The weakened NSW team had no chance against Collingwood where they could only manage three goals. They were beaten 12-12 (84) to 3-10 (28).
It is interesting to read what the South Melbourne team got up to during their 1909 stay in Sydney:
The South Melbourne team are having a splendid time, having enjoyed a *drag drive to Coogee on Wednesday, a launch trip to Middle Head on Thursday, launch trip to Parramatta, lunch a Correy’s Gardens on the return trip and an afternoon on board the **N.S.S. Sobraon yesterday, with a theatre party each evening since their arrival here. At 10 o’clock this morning they leave the Hotel Grand Central for a drive round the Domain and Centennial Park. There will be a theatre party after the match.”
*A drag was vehicular carriage normally pulled by four or six horses. It had seats along the centre of its length facing outwards on each side. **Sobraon was a ‘training ship’ for wayward boys.
In 1908 NSW competed in an All-States Football Carnival in Melbourne which celebrated 50 years since the birth of the game.
Each state was permitted to include a maximum of 25 players which was quite a number in those days considering teams were only permitted 18 on-field players with no reserves or interchange.
The NSW contingent comprised players from Sydney, two from the Wagga district, one from Hay and eight from Broken Hill.
These eight were: A T Conlin, Ethelbert (Bert) Renfrey (picutured, and you can read about him by clicking here – a very interesting character), G Colley, R Scott, Jack Hunter, Bennet Eric Gluyas, Robert Rahilly, and A Millhouse – [details of their given names would be appreciated if known].
Football was a very serious business in Broken Hill in 1908, so a comprehensive agreement was drawn up between the Barrier Ranges Football Association and each player which they were required to sign.
Some of the articles in the agreement included:
That each player must return to Broken Hill within a month of departure, all expenses over 19 days would be borne by the players;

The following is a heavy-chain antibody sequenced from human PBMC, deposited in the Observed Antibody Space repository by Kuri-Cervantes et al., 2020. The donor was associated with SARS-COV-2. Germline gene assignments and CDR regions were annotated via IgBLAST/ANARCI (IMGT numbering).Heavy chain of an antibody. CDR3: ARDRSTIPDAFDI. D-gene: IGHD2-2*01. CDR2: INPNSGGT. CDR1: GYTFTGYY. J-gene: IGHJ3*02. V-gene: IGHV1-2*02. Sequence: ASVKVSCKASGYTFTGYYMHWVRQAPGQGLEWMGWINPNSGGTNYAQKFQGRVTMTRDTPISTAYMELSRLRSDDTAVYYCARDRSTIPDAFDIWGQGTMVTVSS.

They would be under the control of a manager appointed by the football association (J M Ford) and were to be of good conduct.
Whilst in Adelaide (they travelled by train to Adelaide, then train to Melbourne) they were to remain with the group.
Whilst in Melbourne they were under the charge of the NSW team manager.
They must attend all functions with the team.
They must meet with the managers of the touring party when instructed.
The Barrier Rangers had full power to report any of the players for a breach of conduct.
The Manager was empowered to suspend or disqualify any of the players.
Particular offences were considered as:
* Being absent without leave.
* Irregularity of hours, insobriety, any action which would prejudice fitness.
* Any action which would bring discredit on the team.
* Refusal to carry out any reasonable instruction.
* That they must appear in the uniform hats supplied for the tour (each player was issued with a straw hat). These hats had a light blue ribbon with an embroided waratah.
We have no evidence that others, particularly those from Sydney, had to sign such an agreement. We can only speculate that the boys from Broken Hill must have been a wild bunch!
The team stayed at the Prince of Wales Hotel, St Kilda. They trained at the St Kilda Cricket Ground under the direction of former St Kilda player, E L (Curly) Jones. The captain was Ralph Robertson and manager, E W Butler, both from the East Sydney club.
NSW 8-14 (62)
New Zealand 9-9 (63)
NSW 4-11 (35)
Tasmania 8-14 (62)
NSW 12-3 (75)
Western Aust 17-12 (124)
NSW 13-15 (93)
Queensland 8-11 (59)
The coaching of Jones, although appreciated, was not considered beneficial, particularly in the loss to New Zealand. This was in the days when, apart from the very major clubs, captains ran the teams and did the coaching. Such was the case in Sydney. (image shows NSW captain, Ralph Robertson)